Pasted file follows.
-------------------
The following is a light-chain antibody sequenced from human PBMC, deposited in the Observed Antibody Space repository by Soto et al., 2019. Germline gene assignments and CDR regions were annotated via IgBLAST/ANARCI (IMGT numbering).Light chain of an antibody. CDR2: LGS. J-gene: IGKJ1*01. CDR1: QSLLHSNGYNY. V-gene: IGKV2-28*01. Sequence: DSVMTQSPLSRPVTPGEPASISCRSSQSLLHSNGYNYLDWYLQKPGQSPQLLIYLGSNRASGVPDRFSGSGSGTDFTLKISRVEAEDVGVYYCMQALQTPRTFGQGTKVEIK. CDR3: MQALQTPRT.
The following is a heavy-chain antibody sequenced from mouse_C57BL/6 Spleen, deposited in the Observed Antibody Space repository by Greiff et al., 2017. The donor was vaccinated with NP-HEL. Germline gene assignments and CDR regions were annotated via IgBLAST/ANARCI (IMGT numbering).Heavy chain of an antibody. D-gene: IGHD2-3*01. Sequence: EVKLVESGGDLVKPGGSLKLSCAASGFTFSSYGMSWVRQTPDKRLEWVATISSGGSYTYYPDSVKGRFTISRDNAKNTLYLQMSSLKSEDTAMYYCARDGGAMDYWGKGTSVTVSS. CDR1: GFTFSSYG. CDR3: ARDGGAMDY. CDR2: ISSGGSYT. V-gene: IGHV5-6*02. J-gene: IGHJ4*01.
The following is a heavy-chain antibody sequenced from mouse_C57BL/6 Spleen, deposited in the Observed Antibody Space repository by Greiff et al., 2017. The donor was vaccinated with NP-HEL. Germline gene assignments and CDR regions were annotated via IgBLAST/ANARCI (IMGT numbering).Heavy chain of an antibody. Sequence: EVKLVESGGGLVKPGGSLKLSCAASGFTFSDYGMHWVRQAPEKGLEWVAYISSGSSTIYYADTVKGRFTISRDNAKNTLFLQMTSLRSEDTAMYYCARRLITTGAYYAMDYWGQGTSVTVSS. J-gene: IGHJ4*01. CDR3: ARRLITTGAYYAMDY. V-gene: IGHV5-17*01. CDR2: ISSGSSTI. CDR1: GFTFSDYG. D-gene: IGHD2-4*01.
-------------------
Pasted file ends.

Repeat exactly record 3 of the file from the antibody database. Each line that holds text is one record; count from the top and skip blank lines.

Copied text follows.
The following is a heavy-chain antibody sequenced from mouse_C57BL/6 Spleen, deposited in the Observed Antibody Space repository by Greiff et al., 2017. The donor was vaccinated with NP-HEL. Germline gene assignments and CDR regions were annotated via IgBLAST/ANARCI (IMGT numbering).Heavy chain of an antibody. Sequence: EVKLVESGGGLVKPGGSLKLSCAASGFTFSDYGMHWVRQAPEKGLEWVAYISSGSSTIYYADTVKGRFTISRDNAKNTLFLQMTSLRSEDTAMYYCARRLITTGAYYAMDYWGQGTSVTVSS. J-gene: IGHJ4*01. CDR3: ARRLITTGAYYAMDY. V-gene: IGHV5-17*01. CDR2: ISSGSSTI. CDR1: GFTFSDYG. D-gene: IGHD2-4*01.